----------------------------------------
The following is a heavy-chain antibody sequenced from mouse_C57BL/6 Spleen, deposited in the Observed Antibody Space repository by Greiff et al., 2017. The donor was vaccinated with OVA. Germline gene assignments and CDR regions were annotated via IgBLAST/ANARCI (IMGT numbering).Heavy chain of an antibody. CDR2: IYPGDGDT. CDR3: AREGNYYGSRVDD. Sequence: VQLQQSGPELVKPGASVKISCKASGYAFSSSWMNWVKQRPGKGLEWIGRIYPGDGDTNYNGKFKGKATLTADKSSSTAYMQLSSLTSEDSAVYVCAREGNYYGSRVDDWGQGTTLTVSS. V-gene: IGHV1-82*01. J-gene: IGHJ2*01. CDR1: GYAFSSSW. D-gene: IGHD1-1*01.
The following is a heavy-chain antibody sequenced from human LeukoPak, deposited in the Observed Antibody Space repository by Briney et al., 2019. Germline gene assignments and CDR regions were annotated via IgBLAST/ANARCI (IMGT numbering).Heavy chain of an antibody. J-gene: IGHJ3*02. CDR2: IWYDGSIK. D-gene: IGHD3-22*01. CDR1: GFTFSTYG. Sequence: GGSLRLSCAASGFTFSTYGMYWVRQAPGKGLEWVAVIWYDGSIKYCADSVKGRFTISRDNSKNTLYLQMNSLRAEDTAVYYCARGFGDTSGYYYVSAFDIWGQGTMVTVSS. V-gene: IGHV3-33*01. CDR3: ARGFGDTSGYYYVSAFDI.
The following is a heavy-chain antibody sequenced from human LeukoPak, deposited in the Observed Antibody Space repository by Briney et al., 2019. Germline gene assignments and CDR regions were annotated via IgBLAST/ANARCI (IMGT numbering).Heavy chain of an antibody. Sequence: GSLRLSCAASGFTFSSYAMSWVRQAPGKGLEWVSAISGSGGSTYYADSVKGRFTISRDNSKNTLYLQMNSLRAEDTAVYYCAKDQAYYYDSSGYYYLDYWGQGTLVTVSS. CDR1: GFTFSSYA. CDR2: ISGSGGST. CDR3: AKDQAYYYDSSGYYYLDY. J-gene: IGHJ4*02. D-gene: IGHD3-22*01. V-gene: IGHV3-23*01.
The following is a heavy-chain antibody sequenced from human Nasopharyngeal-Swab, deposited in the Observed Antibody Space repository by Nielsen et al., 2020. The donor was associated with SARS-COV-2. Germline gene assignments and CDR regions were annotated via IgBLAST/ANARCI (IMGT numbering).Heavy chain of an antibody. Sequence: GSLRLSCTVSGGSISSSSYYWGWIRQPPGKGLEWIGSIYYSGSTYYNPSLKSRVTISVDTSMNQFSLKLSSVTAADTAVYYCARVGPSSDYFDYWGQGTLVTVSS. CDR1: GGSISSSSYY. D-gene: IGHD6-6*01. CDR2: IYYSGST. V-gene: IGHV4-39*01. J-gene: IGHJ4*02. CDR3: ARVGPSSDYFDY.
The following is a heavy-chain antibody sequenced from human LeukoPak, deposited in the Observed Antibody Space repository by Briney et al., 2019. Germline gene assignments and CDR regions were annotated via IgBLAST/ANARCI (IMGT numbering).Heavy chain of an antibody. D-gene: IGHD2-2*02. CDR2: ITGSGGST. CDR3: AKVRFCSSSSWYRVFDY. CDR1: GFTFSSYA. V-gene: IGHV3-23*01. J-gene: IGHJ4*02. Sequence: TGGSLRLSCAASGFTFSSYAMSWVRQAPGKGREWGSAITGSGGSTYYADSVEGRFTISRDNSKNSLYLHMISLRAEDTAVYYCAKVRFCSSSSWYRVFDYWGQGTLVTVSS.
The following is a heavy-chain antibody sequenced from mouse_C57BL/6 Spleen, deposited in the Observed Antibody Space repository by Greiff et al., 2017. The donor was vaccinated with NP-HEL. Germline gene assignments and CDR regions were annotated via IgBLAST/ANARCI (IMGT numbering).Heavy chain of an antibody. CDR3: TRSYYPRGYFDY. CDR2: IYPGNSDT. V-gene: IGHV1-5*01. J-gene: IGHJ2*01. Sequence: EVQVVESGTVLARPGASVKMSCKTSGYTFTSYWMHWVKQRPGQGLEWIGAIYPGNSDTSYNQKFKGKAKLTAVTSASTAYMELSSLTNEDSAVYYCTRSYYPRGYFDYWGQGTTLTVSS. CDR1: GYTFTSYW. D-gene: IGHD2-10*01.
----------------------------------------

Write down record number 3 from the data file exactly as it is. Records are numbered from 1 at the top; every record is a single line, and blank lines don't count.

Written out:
The following is a heavy-chain antibody sequenced from human LeukoPak, deposited in the Observed Antibody Space repository by Briney et al., 2019. Germline gene assignments and CDR regions were annotated via IgBLAST/ANARCI (IMGT numbering).Heavy chain of an antibody. Sequence: GSLRLSCAASGFTFSSYAMSWVRQAPGKGLEWVSAISGSGGSTYYADSVKGRFTISRDNSKNTLYLQMNSLRAEDTAVYYCAKDQAYYYDSSGYYYLDYWGQGTLVTVSS. CDR1: GFTFSSYA. CDR2: ISGSGGST. CDR3: AKDQAYYYDSSGYYYLDY. J-gene: IGHJ4*02. D-gene: IGHD3-22*01. V-gene: IGHV3-23*01.